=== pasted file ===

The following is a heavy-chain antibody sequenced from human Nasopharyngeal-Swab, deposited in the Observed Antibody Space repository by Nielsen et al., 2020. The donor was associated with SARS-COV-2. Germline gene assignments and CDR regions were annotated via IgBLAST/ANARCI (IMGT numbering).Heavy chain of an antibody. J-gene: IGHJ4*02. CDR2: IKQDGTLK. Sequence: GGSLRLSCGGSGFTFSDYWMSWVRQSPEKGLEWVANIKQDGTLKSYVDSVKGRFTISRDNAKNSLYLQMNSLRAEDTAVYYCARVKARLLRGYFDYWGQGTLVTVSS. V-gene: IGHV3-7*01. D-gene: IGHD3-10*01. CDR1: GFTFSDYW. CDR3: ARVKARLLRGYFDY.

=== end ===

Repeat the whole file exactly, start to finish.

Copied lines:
The following is a heavy-chain antibody sequenced from human Nasopharyngeal-Swab, deposited in the Observed Antibody Space repository by Nielsen et al., 2020. The donor was associated with SARS-COV-2. Germline gene assignments and CDR regions were annotated via IgBLAST/ANARCI (IMGT numbering).Heavy chain of an antibody. J-gene: IGHJ4*02. CDR2: IKQDGTLK. Sequence: GGSLRLSCGGSGFTFSDYWMSWVRQSPEKGLEWVANIKQDGTLKSYVDSVKGRFTISRDNAKNSLYLQMNSLRAEDTAVYYCARVKARLLRGYFDYWGQGTLVTVSS. V-gene: IGHV3-7*01. D-gene: IGHD3-10*01. CDR1: GFTFSDYW. CDR3: ARVKARLLRGYFDY.